Meet the Neighbors: Banning Together After Hurricane Irene

“The Flats” just after Hurricane Irene, New Paltz. Wallkill View Farm lost 100% of their crops, just weeks from harvest.

The stories have been endless, shared teary eyed or invigorated, about the losses or the experiences of helping others in need as a result of Hurricane Irene and its aftermath.  We have been entrusted at Nectar with first-hand tales of whole houses and businesses being swept away, or submerged by water, plagued by persistent mold, too many lost crops and lost personal valuables and possessions.  We have been told of the awe of witnessing the sheer force of so much water, and a near drowning in a flash flood, (saved at the last minute by a neighbor who pulled this particular woman out to safety by her hair as she held onto her husband who had clung to a tree, unable to swim.) We have also been gifted with beautiful stories of what it felt like to help in the clean up effort– of clearing debris and roads, and of strangers becoming friends in the act of rebuilding and salvaging what could be.  My body chills as I write this, saddened and moved again and again by our collective stories, by the resilience of humans and nature, and by the outpouring of love that I have witnessed endlessly in this particular community called Ulster County (and it’s surrounds). It’s astounding, and I am so proud to call this place home.

In response to the knowledge of so much devastation, we started a two week fund raising initiative at Nectar to help out in a small way.  As I personally did not have the time to volunteer with Labor For Your Neighbor or other such organizations, (alas, a baby, teens, and my business means I am already juggling too much at the moment!) we started a 25% off All Furniture Sale as a way of generating extra income so we’d have something to give during a time when furniture sales are not at their height.  10% of those sales translated to $527 sent to Labor For Your Neighbor, Cuomo’s grassroots initiative, and an additional $250 to an individual who “lost everything.”  Thanks to everyone who contributed in seemingly tiny but hugely significant ways and blessings to those who are still rebuilding. -JW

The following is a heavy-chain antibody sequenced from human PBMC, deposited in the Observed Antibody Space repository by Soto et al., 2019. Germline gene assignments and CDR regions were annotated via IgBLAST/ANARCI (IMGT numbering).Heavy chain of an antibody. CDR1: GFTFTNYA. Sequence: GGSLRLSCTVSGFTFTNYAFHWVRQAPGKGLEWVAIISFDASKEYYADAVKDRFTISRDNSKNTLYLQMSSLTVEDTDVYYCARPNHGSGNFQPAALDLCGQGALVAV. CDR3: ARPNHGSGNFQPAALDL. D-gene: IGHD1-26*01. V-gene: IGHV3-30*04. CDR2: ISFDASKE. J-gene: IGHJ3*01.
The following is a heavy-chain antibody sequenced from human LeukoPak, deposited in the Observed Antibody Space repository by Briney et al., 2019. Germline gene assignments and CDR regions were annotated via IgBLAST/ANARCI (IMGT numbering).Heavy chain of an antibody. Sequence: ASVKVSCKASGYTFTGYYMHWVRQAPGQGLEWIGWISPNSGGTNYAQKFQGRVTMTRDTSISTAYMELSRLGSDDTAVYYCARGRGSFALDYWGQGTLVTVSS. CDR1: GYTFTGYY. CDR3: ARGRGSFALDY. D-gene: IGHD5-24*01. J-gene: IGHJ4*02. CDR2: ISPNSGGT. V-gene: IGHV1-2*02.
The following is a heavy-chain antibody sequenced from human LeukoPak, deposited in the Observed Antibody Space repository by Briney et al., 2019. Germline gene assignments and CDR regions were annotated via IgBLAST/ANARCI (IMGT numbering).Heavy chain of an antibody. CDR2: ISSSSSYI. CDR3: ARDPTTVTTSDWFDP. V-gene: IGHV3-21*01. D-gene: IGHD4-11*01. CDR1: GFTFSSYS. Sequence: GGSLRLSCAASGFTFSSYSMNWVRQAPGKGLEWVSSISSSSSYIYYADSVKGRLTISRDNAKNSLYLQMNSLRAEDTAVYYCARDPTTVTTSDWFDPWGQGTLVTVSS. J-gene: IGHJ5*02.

“Compassion is not a relationship between the healer and the wounded. It’s a relationship between equals. Only when we know our own darkness well can we be present with the darkness of others. Compassion becomes real when we recognize our shared humanity.”
Pema Chödrön, The Places That Scare You: A Guide to Fearlessness in Difficult Times

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